The Customer Experience (CX) data sprint (hackathon) generated water use behavioural insights on seasonal, demographic and other factors contributing to water consumption that can be used to better target water efficiency campaigns.
In-depth discussions and call to action
There were four panel sessions at the event, looking at why we need to work in networks, planning for a Circular Economy, achieving resilience in water supply, and a CEO panel about making innovation real.
Why we need to work in networks
Our society is facing some major challenges and the way we plan, design and deliver our cities will require new ways of thinking.
Innovation is key, but meaningful change will require individuals and groups to work together in networks to achieve a successful transformation at scale.
Planning for a Circular Economy
How we might build assets to create broader community value and future-proof the city with a focus on resilience and sustainable approaches to resources management. Also, how we get organisations working more collaboratively to minimise community impacts from development, and to build assets that are resilient to changing conditions and expectations.
Achieving resilience in water supply
An opportunity to share global and local experiences where purified recycled water has been adopted as part of creating a resilient water supply, and to learn about how innovation and other aspects of the journeys of others contributed to implementing purified recycled water.
CEO panel – making innovation real
An insightful panel session led by Adam Lovell, Executive Director of the Water Services Association of Australia (WSAA), on how each organisation is harnessing innovation, fostering open innovation and making innovation real.
When it came to keynote speakers, Stan Grant provided an inspiring call to action for the water sector to draw on First Nations’ deep connections to land and waters as we move towards innovative approaches to water management for a sustainable future.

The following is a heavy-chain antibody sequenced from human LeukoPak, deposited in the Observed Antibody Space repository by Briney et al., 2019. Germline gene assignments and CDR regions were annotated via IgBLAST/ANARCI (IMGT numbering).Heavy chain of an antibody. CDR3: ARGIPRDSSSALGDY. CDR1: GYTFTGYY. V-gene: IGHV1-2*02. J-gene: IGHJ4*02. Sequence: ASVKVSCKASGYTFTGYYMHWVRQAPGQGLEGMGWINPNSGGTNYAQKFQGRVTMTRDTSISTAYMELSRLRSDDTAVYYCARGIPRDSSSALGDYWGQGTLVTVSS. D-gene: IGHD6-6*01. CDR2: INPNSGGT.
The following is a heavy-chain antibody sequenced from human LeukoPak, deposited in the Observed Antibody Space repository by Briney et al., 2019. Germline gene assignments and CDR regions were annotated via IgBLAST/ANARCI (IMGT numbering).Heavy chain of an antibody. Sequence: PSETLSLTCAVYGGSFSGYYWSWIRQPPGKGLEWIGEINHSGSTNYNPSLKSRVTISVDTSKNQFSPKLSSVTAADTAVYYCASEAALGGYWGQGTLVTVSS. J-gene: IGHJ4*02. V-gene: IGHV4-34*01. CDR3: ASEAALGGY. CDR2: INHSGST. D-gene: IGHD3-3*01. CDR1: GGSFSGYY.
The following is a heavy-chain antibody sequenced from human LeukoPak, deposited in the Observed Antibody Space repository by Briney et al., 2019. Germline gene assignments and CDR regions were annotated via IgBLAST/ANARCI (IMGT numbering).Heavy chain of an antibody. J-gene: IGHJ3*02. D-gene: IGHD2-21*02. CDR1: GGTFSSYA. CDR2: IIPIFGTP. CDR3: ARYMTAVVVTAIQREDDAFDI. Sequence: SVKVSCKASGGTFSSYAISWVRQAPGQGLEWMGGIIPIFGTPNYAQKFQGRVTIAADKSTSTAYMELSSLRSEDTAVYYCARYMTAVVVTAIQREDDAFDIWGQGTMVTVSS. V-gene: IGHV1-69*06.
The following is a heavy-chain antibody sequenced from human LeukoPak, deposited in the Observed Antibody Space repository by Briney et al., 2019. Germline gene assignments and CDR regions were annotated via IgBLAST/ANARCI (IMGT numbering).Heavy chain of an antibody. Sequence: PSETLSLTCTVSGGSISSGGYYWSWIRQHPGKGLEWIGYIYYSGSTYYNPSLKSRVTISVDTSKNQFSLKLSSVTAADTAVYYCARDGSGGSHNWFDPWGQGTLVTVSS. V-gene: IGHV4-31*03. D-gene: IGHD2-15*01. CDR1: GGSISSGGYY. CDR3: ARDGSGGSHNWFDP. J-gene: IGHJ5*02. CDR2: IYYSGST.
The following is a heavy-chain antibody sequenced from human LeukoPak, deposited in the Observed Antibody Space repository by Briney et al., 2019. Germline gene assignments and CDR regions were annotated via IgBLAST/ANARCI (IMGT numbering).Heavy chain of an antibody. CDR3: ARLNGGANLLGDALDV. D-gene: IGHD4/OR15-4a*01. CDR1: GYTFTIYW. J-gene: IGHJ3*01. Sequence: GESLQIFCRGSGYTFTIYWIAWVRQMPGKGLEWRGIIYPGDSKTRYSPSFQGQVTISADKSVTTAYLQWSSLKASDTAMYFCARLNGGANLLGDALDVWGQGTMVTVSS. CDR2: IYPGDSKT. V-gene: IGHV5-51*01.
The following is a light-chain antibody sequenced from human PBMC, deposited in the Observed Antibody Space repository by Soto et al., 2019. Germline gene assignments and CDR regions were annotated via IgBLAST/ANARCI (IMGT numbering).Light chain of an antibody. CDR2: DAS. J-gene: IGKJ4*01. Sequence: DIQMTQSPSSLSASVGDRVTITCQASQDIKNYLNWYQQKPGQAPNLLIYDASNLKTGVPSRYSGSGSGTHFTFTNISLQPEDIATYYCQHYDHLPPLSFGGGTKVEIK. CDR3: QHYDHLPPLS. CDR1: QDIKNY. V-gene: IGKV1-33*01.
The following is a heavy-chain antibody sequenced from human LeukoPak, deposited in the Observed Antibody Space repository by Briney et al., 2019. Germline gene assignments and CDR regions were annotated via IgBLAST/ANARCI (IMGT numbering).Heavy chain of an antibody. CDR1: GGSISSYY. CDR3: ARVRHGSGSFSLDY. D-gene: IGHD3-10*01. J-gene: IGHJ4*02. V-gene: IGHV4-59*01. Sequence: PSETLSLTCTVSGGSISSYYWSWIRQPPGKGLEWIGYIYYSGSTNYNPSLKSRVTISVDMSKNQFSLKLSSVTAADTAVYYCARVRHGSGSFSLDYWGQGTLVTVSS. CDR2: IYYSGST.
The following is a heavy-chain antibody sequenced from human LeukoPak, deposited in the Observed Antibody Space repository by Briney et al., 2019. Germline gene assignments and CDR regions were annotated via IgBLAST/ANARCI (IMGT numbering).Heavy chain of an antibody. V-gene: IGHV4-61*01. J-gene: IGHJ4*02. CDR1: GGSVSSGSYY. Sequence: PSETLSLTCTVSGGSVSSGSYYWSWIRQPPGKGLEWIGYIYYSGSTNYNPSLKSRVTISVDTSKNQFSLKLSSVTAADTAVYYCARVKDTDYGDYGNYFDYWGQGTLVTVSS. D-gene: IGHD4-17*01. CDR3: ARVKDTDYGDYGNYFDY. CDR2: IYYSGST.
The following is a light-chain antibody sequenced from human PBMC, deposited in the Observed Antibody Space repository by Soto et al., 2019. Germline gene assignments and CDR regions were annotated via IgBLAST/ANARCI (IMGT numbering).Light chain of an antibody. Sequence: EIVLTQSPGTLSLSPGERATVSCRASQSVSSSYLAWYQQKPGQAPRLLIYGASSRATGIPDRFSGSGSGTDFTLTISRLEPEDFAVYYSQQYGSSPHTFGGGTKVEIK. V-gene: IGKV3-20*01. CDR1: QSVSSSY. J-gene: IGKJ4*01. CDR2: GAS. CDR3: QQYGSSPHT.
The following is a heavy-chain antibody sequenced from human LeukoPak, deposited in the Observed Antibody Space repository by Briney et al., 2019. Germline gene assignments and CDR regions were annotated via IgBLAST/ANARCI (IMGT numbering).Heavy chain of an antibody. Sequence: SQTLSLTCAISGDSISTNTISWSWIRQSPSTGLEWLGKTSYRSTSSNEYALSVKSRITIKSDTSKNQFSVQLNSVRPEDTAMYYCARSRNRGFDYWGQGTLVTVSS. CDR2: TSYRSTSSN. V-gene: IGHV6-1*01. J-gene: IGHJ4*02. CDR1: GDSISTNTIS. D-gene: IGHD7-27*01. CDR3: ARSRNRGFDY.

Todd Sampson provided a gripping presentation on improving brain plasticity to be open to innovation, and Naomi Simson from the Big Red Group spoke on the importance of listening to customers to achieve and maintain business success in an increasingly market competitive world.
First Nations’ innovations and perspectives were weaved throughout the festival, with Brett Leavy’s digital song lines and immersive technologies which aim to preserve culture, and Shirley Chowdhary’s talk on diversity and inclusion, and how it leads to innovation.
The urban plunge summit, the splashes and education sector engagement
Sydney Water Innovation Festival 2022 had a key focus on reconnecting people with urban waterways, with the opening of swim sites as part of Sydney Water’s Summer of Swimming, in conjunction with the Urban Plunge Initiative. The Urban Plunge Tech Summit held on the first day of the festival, showcased techniques and innovations that can make swimming and aquatic recreation in our waterways easier, cheaper and safer to deliver.
One of the lighter highlights of the festival was the debate between Australia and the UK – ‘The Splashes’, which was hosted by leading Australian comedian Claire Hooper. The teams debated the topic: ‘Are British bathing pools or Aussie swimming holes better?’ Team Australia was victorious, taking home the coveted miniature toilet trophy.
The festival also played host to an amazing presentation from the students at St Aloysius Catholic Primary School, Cronulla, who have developed an app that will alert the Sutherland Shire Council when the salinity level of the irrigation water, collected in pipes at Gunnamatta Bay and affected by high tides, is too high.
“The Innovation Festival is an opportunity to enhance water sector innovation and to celebrate the fantastic and diverse ideas that can come to life when we are pushed outside our comfort zone,” Mr Gould said. “While the festival may be over, the new ideas don’t stop here. Innovation is a big part of our corporate culture that is encouraged all year. The future is bright!”